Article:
Statement from Cincinnati’s Interfaith Community on the Killing of George Floyd
We, the undersigned members of more than 30 faith communities representing 13 world religions, stand united in denouncing the unconscionable killing of George Floyd by officers of the Minneapolis Police Department and the on-going systemic racism that corrupts justice in our country. Our prayers go out to the family of Mr. Floyd and to Minneapolis city officials our plea is that they bring the one officer to justice and continue to investigate the legal culpability of the others. While we affirm the right of protest and resonate with the public’s outcry, we deplore violence and vandalism as means of expression.
Too many African American men and women have lost their lives due to police brutality. The persistence of this injustice in spite of numerous police reforms reveals that we have much work yet to do to root out the institutional racism deeply ingrained in not only the law enforcement establishment but in all areas of society.
Our community of Cincinnati has had its own history of police mistreatment of African Americans, but to its credit the Cincinnati Police Department has owned its accountability and adopted practices and policies to lessen the potential for the use of excessive force. Prompted by civil unrest in the aftermath of a 2001 police shooting and a subsequent lawsuit that resulted in the historic Collaborative Agreement, CPD’s police-community reforms have become the model for other communities. Yet, we, too, must remain ever vigilant.
We need to stop paying lip service and honestly address the societal problems caused by our racial inequities, evidenced recently by the disparities in the infection rate of COVID-19. We must commit ourselves to eradicating systemic inequities and doing more to close the social distance gap that still exists between our racial, religious and ethnic groups. Our community’s minorities continue to be victimized by bigotry and hate.
All of our religious traditions, without exception, have tenets that call for their believers to behave toward their fellow human beings with compassion, respect and justice, and to treat every person with dignity. Accordingly, our religious convictions require us to speak out against injustice whenever and wherever it occurs. We have done so before; we do so now; and we will continue to do so.
As spiritual leaders, we share the belief that one can only remove evil with good and can only remove hate with love. We, therefore, call upon all persons of goodwill to a greater degree of personal accountability and engagement. Let us be accountable to and for one another, and let us become more engaged in working together for the dignity and well-being of all of our neighbors. In short, let us come together as a caring community should!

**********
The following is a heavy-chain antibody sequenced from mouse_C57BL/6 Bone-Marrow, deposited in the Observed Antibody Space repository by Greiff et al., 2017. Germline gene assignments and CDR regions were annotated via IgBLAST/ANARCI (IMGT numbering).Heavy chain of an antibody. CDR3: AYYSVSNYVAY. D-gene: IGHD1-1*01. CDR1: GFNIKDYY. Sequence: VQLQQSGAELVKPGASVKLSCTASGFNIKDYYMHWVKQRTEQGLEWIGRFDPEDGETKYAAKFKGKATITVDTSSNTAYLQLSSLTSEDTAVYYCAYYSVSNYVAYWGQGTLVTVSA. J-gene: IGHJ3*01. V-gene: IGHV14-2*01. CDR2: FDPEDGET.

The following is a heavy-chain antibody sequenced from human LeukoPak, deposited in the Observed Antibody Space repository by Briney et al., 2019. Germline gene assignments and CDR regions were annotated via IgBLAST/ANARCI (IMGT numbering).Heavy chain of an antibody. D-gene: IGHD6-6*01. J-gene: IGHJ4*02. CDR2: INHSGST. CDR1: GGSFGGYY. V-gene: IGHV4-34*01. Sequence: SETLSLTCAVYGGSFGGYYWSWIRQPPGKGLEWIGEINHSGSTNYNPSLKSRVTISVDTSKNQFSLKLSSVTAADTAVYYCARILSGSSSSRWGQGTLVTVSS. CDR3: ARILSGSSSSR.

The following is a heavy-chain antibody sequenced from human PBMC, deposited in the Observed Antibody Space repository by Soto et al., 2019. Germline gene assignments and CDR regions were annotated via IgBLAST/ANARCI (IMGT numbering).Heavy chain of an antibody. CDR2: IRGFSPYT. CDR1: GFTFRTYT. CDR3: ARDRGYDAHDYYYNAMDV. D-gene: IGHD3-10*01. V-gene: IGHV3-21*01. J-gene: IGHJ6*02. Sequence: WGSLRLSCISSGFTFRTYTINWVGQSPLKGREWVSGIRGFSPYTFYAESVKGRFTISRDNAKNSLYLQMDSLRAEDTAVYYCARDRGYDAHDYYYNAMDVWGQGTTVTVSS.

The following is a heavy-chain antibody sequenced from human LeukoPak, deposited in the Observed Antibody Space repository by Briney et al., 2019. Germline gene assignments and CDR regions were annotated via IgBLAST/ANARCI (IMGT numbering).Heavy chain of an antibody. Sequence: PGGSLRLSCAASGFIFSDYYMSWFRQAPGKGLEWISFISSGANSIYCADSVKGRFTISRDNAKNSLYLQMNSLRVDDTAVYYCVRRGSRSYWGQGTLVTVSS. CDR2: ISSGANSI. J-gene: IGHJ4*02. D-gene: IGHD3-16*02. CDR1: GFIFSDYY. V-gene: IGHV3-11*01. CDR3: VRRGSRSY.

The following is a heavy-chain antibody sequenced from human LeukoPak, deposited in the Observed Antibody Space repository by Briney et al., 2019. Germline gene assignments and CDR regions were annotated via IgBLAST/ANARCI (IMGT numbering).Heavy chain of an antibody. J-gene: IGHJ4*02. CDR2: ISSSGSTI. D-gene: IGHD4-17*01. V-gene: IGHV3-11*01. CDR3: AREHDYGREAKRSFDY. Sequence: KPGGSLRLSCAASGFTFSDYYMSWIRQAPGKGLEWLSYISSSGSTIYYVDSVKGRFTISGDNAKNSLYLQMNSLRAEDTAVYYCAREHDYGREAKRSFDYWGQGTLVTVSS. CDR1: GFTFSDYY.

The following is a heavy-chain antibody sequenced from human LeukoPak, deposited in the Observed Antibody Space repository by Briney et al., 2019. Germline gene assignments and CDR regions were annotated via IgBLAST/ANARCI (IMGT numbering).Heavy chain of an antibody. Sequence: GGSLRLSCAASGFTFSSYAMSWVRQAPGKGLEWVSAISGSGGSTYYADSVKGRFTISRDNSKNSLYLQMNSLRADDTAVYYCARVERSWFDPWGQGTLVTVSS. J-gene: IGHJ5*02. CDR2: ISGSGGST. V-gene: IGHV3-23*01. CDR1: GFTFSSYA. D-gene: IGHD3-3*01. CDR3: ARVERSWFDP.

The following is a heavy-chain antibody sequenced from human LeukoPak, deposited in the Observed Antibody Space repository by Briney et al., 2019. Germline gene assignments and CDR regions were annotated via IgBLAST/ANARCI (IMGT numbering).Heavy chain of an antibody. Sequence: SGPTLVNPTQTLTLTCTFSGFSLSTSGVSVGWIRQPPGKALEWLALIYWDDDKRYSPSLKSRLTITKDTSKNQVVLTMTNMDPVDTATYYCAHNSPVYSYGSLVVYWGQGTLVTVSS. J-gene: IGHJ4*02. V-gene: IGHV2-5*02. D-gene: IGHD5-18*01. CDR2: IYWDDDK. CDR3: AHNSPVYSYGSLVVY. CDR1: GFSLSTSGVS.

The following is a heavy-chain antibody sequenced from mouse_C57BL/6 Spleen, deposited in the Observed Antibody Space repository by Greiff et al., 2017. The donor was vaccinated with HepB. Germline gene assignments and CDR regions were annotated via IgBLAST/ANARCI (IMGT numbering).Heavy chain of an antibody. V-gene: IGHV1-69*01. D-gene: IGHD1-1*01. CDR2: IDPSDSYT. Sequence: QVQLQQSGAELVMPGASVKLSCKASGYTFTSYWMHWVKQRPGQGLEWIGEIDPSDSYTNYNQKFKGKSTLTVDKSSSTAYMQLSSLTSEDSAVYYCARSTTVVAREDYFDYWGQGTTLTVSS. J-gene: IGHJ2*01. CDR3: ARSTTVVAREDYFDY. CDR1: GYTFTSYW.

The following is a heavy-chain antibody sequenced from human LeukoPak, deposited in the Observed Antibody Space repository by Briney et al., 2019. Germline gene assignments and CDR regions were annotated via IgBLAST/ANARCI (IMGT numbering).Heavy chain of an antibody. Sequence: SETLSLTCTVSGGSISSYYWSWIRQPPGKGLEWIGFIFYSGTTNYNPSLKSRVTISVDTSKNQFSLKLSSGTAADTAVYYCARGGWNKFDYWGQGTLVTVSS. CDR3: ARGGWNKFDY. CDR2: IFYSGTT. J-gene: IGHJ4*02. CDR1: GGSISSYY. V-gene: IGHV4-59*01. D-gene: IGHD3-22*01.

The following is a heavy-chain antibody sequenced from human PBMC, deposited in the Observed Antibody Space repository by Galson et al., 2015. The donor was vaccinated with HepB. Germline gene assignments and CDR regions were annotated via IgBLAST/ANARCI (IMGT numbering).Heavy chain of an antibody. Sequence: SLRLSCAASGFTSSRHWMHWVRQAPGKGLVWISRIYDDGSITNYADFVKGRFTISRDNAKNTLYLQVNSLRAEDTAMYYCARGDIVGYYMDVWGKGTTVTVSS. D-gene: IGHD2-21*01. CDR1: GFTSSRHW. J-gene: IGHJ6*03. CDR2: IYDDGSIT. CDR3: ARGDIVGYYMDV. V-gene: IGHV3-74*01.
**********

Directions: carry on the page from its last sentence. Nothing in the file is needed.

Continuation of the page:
EquaSion Statement on the anti-Semitic graffiti incident in the Madisonville-Oakley area of Cincinnati
EquaSion, a civic organization informed by interfaith dialogue and which embraces 30 faith communities and 13 world religions, condemns in the strongest possible way this despicable act of religious bigotry perpetrated against our Jewish neighbors; and we stand in solidarity with them at this time.
Our community is better than this. We are a community of compassion and we value and safeguard all faith communities for their cultural, civic and spiritual contributions to our quality of life. Our Jewish community warrants our full support as they sadly experience, yet again, a gross act of antisemitism.
Our thoughts and prayers are with them.
Calling upon lawmakers to take action in response to upsurge in Gun Violence
TO: Federal, state and law elected officials in Southwest Ohio
We, the undersigned faith organizations, communities and individuals from across the Cincinnati region are strongly united in calling for immediate action to address gun violence in America. Collectively, we represent 30 faith traditions including 13 world religions, but across our differences, we share a belief in God and in the sanctity of life. And as people of faith, we feel a moral imperative to speak up in the wake of the most recent horrific shootings in El Paso and in our neighboring community of Dayton—where one individual, armed with a military grade weapon, killed nine people and injured twenty-seven others in just 30 seconds.
We are heartbroken, but we are no longer shocked. The shootings this past weekend are not anomalies or isolated tragedies. We have watched in horror as gun violence has invaded our churches, synagogues, mosques, and temples. Just this year, 131 people have died in 23 mass killings. By comparison, 140 people died in mass killings in all of 2018, including seventeen innocent children who were murdered in their school in Parkland, Florida. In too recent memory, mass killings have occurred in Colorado (2012), Orlando (2016), Las Vegas (2017) and just last year here in Cincinnati, and in each of these years, there are tens of thousands more gun-related deaths that do not make national headlines.